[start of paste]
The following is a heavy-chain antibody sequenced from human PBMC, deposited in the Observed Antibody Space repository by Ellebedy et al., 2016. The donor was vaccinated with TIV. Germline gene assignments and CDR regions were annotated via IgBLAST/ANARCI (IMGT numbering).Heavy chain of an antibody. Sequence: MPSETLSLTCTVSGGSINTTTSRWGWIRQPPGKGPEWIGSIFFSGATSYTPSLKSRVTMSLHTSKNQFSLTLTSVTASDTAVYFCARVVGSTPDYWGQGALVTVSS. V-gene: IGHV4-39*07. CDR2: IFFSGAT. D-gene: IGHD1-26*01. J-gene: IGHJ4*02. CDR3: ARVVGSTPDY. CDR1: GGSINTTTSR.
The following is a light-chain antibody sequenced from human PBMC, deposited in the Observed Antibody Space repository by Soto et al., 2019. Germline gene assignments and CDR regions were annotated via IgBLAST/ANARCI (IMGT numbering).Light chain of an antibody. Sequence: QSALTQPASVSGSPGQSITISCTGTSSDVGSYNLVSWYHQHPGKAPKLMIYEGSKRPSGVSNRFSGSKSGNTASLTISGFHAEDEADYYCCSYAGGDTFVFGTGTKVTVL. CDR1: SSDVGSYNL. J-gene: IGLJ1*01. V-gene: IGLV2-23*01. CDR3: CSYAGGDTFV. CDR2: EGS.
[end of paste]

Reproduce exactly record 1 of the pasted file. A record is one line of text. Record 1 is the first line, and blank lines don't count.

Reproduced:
The following is a heavy-chain antibody sequenced from human PBMC, deposited in the Observed Antibody Space repository by Ellebedy et al., 2016. The donor was vaccinated with TIV. Germline gene assignments and CDR regions were annotated via IgBLAST/ANARCI (IMGT numbering).Heavy chain of an antibody. Sequence: MPSETLSLTCTVSGGSINTTTSRWGWIRQPPGKGPEWIGSIFFSGATSYTPSLKSRVTMSLHTSKNQFSLTLTSVTASDTAVYFCARVVGSTPDYWGQGALVTVSS. V-gene: IGHV4-39*07. CDR2: IFFSGAT. D-gene: IGHD1-26*01. J-gene: IGHJ4*02. CDR3: ARVVGSTPDY. CDR1: GGSINTTTSR.